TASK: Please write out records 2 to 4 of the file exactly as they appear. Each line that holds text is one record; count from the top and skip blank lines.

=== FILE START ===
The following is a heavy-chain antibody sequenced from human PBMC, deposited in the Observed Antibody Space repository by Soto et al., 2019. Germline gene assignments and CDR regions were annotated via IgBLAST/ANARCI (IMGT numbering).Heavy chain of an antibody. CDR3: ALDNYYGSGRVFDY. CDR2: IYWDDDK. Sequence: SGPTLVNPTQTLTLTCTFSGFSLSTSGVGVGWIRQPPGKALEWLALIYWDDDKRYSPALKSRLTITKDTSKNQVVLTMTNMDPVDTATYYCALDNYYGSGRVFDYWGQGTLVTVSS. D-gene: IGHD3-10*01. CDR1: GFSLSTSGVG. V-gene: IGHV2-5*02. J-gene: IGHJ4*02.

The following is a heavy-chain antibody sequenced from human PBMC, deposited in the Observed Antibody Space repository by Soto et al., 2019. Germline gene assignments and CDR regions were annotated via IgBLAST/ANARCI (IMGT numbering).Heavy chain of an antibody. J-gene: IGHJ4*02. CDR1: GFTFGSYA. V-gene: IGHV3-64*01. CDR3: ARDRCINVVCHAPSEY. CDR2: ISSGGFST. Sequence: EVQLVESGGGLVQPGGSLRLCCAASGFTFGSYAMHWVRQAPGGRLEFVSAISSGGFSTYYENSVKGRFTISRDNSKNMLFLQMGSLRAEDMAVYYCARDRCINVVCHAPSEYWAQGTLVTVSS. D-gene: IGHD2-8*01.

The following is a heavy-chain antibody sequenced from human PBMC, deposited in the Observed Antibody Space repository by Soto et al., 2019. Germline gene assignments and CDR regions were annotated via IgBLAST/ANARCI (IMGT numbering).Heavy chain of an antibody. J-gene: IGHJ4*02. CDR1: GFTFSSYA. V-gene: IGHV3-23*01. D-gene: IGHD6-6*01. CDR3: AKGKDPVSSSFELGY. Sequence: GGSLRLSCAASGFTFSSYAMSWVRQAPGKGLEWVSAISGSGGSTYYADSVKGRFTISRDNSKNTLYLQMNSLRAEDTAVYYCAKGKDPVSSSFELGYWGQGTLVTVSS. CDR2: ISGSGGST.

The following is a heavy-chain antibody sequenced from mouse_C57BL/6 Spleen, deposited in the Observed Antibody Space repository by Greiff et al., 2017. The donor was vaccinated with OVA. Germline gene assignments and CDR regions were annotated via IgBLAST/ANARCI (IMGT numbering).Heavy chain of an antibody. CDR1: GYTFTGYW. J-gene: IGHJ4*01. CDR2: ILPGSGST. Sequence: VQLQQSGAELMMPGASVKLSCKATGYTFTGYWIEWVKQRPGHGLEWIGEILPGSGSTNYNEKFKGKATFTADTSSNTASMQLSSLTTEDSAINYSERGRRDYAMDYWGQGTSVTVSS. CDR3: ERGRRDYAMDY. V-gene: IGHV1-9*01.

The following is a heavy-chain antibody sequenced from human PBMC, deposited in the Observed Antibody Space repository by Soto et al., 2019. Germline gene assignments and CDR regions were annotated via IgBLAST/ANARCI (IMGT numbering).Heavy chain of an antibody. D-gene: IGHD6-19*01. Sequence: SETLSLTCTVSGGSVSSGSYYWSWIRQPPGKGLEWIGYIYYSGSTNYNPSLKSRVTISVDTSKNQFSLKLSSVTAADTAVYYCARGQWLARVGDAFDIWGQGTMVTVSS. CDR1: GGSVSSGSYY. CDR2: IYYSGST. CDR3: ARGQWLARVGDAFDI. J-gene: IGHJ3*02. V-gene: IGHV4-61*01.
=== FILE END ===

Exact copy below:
The following is a heavy-chain antibody sequenced from human PBMC, deposited in the Observed Antibody Space repository by Soto et al., 2019. Germline gene assignments and CDR regions were annotated via IgBLAST/ANARCI (IMGT numbering).Heavy chain of an antibody. J-gene: IGHJ4*02. CDR1: GFTFGSYA. V-gene: IGHV3-64*01. CDR3: ARDRCINVVCHAPSEY. CDR2: ISSGGFST. Sequence: EVQLVESGGGLVQPGGSLRLCCAASGFTFGSYAMHWVRQAPGGRLEFVSAISSGGFSTYYENSVKGRFTISRDNSKNMLFLQMGSLRAEDMAVYYCARDRCINVVCHAPSEYWAQGTLVTVSS. D-gene: IGHD2-8*01.

The following is a heavy-chain antibody sequenced from human PBMC, deposited in the Observed Antibody Space repository by Soto et al., 2019. Germline gene assignments and CDR regions were annotated via IgBLAST/ANARCI (IMGT numbering).Heavy chain of an antibody. J-gene: IGHJ4*02. CDR1: GFTFSSYA. V-gene: IGHV3-23*01. D-gene: IGHD6-6*01. CDR3: AKGKDPVSSSFELGY. Sequence: GGSLRLSCAASGFTFSSYAMSWVRQAPGKGLEWVSAISGSGGSTYYADSVKGRFTISRDNSKNTLYLQMNSLRAEDTAVYYCAKGKDPVSSSFELGYWGQGTLVTVSS. CDR2: ISGSGGST.

The following is a heavy-chain antibody sequenced from mouse_C57BL/6 Spleen, deposited in the Observed Antibody Space repository by Greiff et al., 2017. The donor was vaccinated with OVA. Germline gene assignments and CDR regions were annotated via IgBLAST/ANARCI (IMGT numbering).Heavy chain of an antibody. CDR1: GYTFTGYW. J-gene: IGHJ4*01. CDR2: ILPGSGST. Sequence: VQLQQSGAELMMPGASVKLSCKATGYTFTGYWIEWVKQRPGHGLEWIGEILPGSGSTNYNEKFKGKATFTADTSSNTASMQLSSLTTEDSAINYSERGRRDYAMDYWGQGTSVTVSS. CDR3: ERGRRDYAMDY. V-gene: IGHV1-9*01.